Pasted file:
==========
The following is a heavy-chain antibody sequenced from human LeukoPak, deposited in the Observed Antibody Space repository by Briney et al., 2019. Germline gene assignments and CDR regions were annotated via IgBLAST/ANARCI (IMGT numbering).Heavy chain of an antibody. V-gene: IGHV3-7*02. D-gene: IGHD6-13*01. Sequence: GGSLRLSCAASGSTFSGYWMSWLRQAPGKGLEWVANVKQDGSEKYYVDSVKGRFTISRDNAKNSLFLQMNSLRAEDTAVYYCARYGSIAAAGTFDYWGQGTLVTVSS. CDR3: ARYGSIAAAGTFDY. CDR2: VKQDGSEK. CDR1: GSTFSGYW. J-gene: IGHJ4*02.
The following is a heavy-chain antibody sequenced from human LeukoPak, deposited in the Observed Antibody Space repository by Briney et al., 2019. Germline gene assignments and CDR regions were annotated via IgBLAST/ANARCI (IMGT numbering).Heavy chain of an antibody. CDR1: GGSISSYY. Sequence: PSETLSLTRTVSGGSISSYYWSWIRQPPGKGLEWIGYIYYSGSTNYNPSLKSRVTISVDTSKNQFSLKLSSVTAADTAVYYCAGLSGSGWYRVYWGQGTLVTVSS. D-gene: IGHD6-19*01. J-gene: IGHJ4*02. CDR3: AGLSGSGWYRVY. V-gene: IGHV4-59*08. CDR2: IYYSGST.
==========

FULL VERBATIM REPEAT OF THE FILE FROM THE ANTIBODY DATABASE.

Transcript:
The following is a heavy-chain antibody sequenced from human LeukoPak, deposited in the Observed Antibody Space repository by Briney et al., 2019. Germline gene assignments and CDR regions were annotated via IgBLAST/ANARCI (IMGT numbering).Heavy chain of an antibody. V-gene: IGHV3-7*02. D-gene: IGHD6-13*01. Sequence: GGSLRLSCAASGSTFSGYWMSWLRQAPGKGLEWVANVKQDGSEKYYVDSVKGRFTISRDNAKNSLFLQMNSLRAEDTAVYYCARYGSIAAAGTFDYWGQGTLVTVSS. CDR3: ARYGSIAAAGTFDY. CDR2: VKQDGSEK. CDR1: GSTFSGYW. J-gene: IGHJ4*02.
The following is a heavy-chain antibody sequenced from human LeukoPak, deposited in the Observed Antibody Space repository by Briney et al., 2019. Germline gene assignments and CDR regions were annotated via IgBLAST/ANARCI (IMGT numbering).Heavy chain of an antibody. CDR1: GGSISSYY. Sequence: PSETLSLTRTVSGGSISSYYWSWIRQPPGKGLEWIGYIYYSGSTNYNPSLKSRVTISVDTSKNQFSLKLSSVTAADTAVYYCAGLSGSGWYRVYWGQGTLVTVSS. D-gene: IGHD6-19*01. J-gene: IGHJ4*02. CDR3: AGLSGSGWYRVY. V-gene: IGHV4-59*08. CDR2: IYYSGST.